One of the many reasons why I am not the world's best reporter is that I like to ruminate on events for a while before I write about them. In a 24-hour news business, this is not the best trait. I have been reading quite a few stories and columns on the twin Iowa victories by religious populists and am just beginning to formulate thoughts about the journalistic response. I believe one of my GetReligion colleagues will be posting on religious coverage of Obama -- or the lack thereof. But the religious themes are all over the Huckabee coverage. The famous Ted Olsen at Christianity Today has an excellent round up that I'm just going to excerpt here:
The analysis you've probably read this morning or heard last night was that Mike Huckabee won the Republican caucuses in Iowa because of evangelicals. The WashingtonPost.com headline right now: "Evangelicals Fuel Huckabee in Caucuses." You probably also heard a lot of references to Pat Robertson's second-place Iowa win in 1988.
"Evangelical Republicans in Iowa chose one of their own in Mike Huckabee," writes Liz Sidoti of the Associated Press. "He made his religious beliefs and his rock-solid opposition to abortion, gay marriage and gun control central parts of his campaign -- and it paid off."
The Wall Street Journal's Gerald Seib agrees. "So much for the idea that evangelical Christians are a dispirited and declining force in the Republican party," he writes. "Last night they showed up in force -- in stunning force, actually. ... In a very real sense, evangelical voters, as much as Mr. Huckabee, won Iowa's caucuses on the Republican side."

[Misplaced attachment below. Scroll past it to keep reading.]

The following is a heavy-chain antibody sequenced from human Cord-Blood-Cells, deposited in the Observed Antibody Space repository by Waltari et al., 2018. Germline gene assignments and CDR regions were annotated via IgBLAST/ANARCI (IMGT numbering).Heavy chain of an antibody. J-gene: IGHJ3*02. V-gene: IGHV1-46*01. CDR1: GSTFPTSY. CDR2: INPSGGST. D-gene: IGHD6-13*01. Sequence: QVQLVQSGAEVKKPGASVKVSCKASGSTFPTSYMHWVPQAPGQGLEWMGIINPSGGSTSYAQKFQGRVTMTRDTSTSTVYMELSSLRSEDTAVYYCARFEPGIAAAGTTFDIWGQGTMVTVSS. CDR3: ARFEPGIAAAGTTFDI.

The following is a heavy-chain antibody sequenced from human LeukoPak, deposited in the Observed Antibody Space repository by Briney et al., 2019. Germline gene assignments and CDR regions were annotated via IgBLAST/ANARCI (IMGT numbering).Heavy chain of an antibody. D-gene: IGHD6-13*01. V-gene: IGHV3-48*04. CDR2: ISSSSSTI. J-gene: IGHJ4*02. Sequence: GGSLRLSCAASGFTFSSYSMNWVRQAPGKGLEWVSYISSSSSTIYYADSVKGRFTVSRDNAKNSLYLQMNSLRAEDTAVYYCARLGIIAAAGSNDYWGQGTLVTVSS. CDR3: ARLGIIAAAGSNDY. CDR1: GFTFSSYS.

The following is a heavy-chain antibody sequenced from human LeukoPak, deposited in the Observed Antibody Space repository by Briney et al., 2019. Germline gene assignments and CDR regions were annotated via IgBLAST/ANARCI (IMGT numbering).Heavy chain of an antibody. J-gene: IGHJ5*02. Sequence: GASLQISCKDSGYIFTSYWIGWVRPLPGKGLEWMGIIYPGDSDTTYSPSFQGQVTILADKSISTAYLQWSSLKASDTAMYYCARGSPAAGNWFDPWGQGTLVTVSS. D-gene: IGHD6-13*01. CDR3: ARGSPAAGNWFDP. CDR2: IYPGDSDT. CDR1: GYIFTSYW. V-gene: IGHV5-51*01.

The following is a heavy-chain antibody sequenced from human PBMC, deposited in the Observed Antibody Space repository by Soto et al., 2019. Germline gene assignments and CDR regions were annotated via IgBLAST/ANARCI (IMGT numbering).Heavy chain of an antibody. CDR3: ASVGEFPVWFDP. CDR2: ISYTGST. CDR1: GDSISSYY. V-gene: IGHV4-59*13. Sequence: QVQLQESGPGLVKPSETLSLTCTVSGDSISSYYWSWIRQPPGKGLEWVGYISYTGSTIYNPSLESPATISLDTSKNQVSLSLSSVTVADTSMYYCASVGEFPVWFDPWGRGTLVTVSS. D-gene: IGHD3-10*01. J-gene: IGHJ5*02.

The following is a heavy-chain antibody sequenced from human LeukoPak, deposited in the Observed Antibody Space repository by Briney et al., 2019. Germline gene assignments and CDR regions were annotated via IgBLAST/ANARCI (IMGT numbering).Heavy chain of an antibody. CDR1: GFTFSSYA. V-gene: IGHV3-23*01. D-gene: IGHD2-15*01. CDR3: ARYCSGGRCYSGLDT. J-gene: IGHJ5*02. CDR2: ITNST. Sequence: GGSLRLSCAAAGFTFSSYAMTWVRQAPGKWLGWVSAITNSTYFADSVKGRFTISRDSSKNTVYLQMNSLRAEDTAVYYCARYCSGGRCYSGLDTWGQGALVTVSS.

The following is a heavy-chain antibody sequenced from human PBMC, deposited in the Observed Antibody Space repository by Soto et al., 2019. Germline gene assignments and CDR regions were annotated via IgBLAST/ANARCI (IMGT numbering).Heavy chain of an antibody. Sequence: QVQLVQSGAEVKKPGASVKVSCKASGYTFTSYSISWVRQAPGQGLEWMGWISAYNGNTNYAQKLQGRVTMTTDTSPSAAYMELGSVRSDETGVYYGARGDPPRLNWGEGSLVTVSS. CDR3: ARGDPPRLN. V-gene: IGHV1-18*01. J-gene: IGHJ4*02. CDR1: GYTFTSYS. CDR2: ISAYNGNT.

Andrew Sullivan is fairly predictable, with the headline, "The Christianists Triumph."
ABC News explains the headlines: "Evangelical Christians accounted for a remarkable six in 10 GOP caucus-goers, and they favored Huckabee, a Baptist minister, over Mitt Romney, who's Mormon, by a broad 46-19 percent. Among the remaining, non-evangelical Republican voters, by contrast, only about one in seven supported Huckabee, and Romney won easily, with 33 percent."
But 46 percent of the evangelical Republican vote means that most evangelicals did not vote for Huckabee, notes Frank Lockwood of the Arkansas Democrat-Gazette.
The "Blame Evangelicals" meme is one that dies hard. Remember the anger after the 2004 election -- even though there was no indication that values voters were that much stronger than in previous years?
Anyway, to Olsen's excellent summary (there's more than what I excerpted, I would encourage a look at David Sanders' Wall Street Journal piece arguing that Huckabee is more religious left than religious right:
As governor, he championed the ARKids First, which extended free health insurance not only to children of the working poor but to some lower middle-class families. He pleased teachers unions with his consistent opposition to school choice and voucher programs. He satisfied labor by signing into law a minimum-wage hike of 21%. "Inasmuch as ye have done it unto one of the least of these my brethren, ye have done it unto me"--Mr. Huckabee's oft-cited scriptural justification for growing government--proved costly for Arkansans, who saw government spending double and their taxes rise about a half-billion dollars during his tenure.
Peggy Noonan also has some interesting perspective.
As many of you have already done, please share with us your favorite -- or least favorite -- stories analyzing the Iowa results.